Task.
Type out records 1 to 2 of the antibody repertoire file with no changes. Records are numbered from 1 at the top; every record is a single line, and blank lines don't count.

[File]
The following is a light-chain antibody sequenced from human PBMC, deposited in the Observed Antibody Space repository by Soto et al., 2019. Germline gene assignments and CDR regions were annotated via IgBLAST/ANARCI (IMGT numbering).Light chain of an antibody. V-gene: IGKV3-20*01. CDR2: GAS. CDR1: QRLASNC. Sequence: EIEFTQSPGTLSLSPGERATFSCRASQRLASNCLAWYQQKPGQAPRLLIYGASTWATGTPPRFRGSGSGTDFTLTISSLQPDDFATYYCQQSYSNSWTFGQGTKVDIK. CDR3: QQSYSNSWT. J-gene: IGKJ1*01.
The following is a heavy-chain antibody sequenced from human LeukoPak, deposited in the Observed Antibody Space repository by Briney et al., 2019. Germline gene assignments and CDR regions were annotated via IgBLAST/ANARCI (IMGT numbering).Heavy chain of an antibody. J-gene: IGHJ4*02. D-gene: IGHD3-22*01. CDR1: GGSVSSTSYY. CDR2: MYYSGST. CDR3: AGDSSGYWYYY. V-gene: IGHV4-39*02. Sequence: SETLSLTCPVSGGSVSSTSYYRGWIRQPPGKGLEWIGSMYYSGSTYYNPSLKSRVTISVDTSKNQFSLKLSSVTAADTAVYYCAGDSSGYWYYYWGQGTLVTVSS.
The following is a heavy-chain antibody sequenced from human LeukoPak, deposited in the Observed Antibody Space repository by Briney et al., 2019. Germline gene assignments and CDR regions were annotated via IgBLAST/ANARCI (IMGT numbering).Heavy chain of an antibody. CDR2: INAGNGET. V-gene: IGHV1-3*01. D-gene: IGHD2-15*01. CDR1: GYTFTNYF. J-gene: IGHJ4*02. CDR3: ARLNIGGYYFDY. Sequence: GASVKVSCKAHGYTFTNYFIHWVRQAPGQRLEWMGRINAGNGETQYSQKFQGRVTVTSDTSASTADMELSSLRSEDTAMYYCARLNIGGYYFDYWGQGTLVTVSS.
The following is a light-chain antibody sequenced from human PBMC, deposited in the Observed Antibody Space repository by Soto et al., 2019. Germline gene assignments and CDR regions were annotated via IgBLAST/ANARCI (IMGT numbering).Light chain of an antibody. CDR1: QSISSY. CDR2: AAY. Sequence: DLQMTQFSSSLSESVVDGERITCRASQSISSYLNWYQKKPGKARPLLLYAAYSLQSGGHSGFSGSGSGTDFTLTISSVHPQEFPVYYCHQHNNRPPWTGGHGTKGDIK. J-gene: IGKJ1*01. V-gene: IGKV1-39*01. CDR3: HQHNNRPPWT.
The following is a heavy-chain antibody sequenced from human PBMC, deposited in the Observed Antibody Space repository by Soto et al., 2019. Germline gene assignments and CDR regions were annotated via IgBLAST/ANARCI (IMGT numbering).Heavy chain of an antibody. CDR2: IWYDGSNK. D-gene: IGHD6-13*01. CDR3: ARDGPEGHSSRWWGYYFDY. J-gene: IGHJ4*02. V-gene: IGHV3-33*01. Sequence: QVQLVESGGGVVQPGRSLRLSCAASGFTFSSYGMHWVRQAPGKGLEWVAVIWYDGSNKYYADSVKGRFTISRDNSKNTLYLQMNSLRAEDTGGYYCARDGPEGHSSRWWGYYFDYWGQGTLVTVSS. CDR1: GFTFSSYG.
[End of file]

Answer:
The following is a light-chain antibody sequenced from human PBMC, deposited in the Observed Antibody Space repository by Soto et al., 2019. Germline gene assignments and CDR regions were annotated via IgBLAST/ANARCI (IMGT numbering).Light chain of an antibody. V-gene: IGKV3-20*01. CDR2: GAS. CDR1: QRLASNC. Sequence: EIEFTQSPGTLSLSPGERATFSCRASQRLASNCLAWYQQKPGQAPRLLIYGASTWATGTPPRFRGSGSGTDFTLTISSLQPDDFATYYCQQSYSNSWTFGQGTKVDIK. CDR3: QQSYSNSWT. J-gene: IGKJ1*01.
The following is a heavy-chain antibody sequenced from human LeukoPak, deposited in the Observed Antibody Space repository by Briney et al., 2019. Germline gene assignments and CDR regions were annotated via IgBLAST/ANARCI (IMGT numbering).Heavy chain of an antibody. J-gene: IGHJ4*02. D-gene: IGHD3-22*01. CDR1: GGSVSSTSYY. CDR2: MYYSGST. CDR3: AGDSSGYWYYY. V-gene: IGHV4-39*02. Sequence: SETLSLTCPVSGGSVSSTSYYRGWIRQPPGKGLEWIGSMYYSGSTYYNPSLKSRVTISVDTSKNQFSLKLSSVTAADTAVYYCAGDSSGYWYYYWGQGTLVTVSS.